We tend to judge things, events, opportunities, setbacks, obstacles and directions from the standpoint of our individual ego-personality. When we take up a spiritual path, we expect that our efforts, and our devotion to the guide or master in whom we rely, will smooth the path in front of us and make for a straight, steady development in our yogic pursuits.
What actually occurs, however, is rarely, if ever, a straight undeviating progress. There are twists and turns. Periods of difficulty come along, unexpected obstructions, whether internal or external, are raised up, and we struggle with, on one side, the expectation of a glide-path to yogic success and, on the other side, the reality of the issues we are facing.
The methods of Nature, the universal creation, are, however, not so simple or straightforward. We may make strong progress in one direction, which opens up an area of residual weakness that needs to be addressed before further progress can occur. At that point, the forward momentum appears to stop while we have to go back and deal with things we thought we had long left behind. The next round of upward or forward movement then can begin, with a more solid foundation, on what looks like a cyclical process rather than a direct process.
The evolution of consciousness within the world constituted by Matter, Life and Mind involves sorting out and reconciling somewhat different goals, objectives and operative principles at work within each of the existing stages, and in their interaction with one another. Bringing a next phase to bear involves not only shifting to the new standpoint but integrating its action within the framework of what already exists, and working out the adjustments that those earlier stages must be prepared to accept in order to fully manifest. The advent, for instance, of the supramental action on earth necessitates changes in the texture and capability of response of mind, life and matter. We can see already how slowly the changes take place, and with how much difficulty when we try to adjust anything on these lower planes. This is why endurance, patience, persistence and equanimity are required characteristics for the yogic practitioner who intends to participate in this evolutionary development. There is a proverb that encapsulates much of the attitude the seeker should have in dealing with obstacles and resistances: ‘When life gives you lemons, then make lemonade.’ Everything that occurs, whether we judge these things to be “good” or “bad” are elements in the evolutionary sequence and the need to address change at all levels, not just at the higher planes of existence.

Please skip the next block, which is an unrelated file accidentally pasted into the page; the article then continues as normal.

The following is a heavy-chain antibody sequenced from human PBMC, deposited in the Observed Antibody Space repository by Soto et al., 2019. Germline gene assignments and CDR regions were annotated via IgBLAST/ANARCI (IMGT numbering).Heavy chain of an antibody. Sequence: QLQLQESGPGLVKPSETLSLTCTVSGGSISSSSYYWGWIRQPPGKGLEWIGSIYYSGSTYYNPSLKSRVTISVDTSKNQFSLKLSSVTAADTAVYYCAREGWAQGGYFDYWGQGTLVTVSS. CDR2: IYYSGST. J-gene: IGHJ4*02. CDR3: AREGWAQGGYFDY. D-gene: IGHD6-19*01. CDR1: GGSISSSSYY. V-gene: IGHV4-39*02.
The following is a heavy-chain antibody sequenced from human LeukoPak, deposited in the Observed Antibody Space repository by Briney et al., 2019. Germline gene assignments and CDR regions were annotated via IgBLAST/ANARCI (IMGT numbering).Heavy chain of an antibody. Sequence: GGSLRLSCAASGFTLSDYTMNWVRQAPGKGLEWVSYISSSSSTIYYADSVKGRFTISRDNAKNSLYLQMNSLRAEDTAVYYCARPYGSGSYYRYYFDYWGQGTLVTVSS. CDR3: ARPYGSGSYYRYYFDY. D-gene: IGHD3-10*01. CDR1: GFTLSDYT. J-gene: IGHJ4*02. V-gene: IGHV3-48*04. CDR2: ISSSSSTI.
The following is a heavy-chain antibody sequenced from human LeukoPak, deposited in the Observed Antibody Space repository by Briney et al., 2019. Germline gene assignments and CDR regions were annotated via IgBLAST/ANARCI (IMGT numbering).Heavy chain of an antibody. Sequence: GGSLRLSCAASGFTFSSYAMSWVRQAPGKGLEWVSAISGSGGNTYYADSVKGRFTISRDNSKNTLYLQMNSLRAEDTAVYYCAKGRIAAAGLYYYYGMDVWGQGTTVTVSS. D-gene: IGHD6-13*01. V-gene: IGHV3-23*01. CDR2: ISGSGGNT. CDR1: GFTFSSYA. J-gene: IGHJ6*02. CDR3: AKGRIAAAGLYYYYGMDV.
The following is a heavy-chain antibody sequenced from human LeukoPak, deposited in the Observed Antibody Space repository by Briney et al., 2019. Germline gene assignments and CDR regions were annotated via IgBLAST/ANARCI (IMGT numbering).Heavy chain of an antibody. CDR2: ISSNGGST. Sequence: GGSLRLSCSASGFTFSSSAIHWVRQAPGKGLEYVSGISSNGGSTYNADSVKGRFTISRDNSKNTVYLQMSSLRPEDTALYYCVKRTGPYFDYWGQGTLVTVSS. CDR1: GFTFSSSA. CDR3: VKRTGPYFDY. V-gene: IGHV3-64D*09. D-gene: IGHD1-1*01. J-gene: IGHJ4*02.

Sri Aurobindo notes: “In the play of the cosmic forces, the will in the cosmos — as one might say — does not always work apparently in favour of a smooth and direct line for the work or the sadhana; it often brings in what seem to be upheavals, sudden turns which break or deflect the line, opposing or upsetting circumstances or perplexing departures from what had been temporarily settled or established. The one thing is to preserve equanimity and make an opportunity and means of progress out of all that happens in the course of the life and the sadhana. There is a higher secret Will transcendent behind the play and will of the cosmic forces — a play which is always a mixture of things favourable and things adverse — and it is that Will which one must wait upon and have faith in; but you must not expect to be able always to understand its workings. The mind wants this or that to be done, the line once taken to be maintained, but what the mind wants is not at all always what is intended in a larger purpose. One has to follow indeed a fixed central aim in the sadhana and not deviate from it, but not to build on outward circumstances, conditions, etc., as if they were fundamental things.”
Sri Aurobindo and The Mother, Living Within: The Yoga Approach to Psychological Health and Growth, Disturbances of Mind, Anxiety, pp. 44-49
What might be few examples of fixed central aims to have in one’s sadhana ? thank you
a fixed central aim in one’s sadhana is based on the individual’s inner aspiration. Various such aims have been enunciated through time, including achieving spiritual realisation, transforming one’s mind, life and body in the light of a spiritual realisation, unifying with the Divine intention in the universal creation and aiding thereby its manifestation, attaining true peace, embodying compassion in action. There are of course others as well. Each individual seeker will find deep within the specific aim or aspiration that motivates his / her life.
Thanks for clarifying
Elucidating and (personally) timely. Thank you.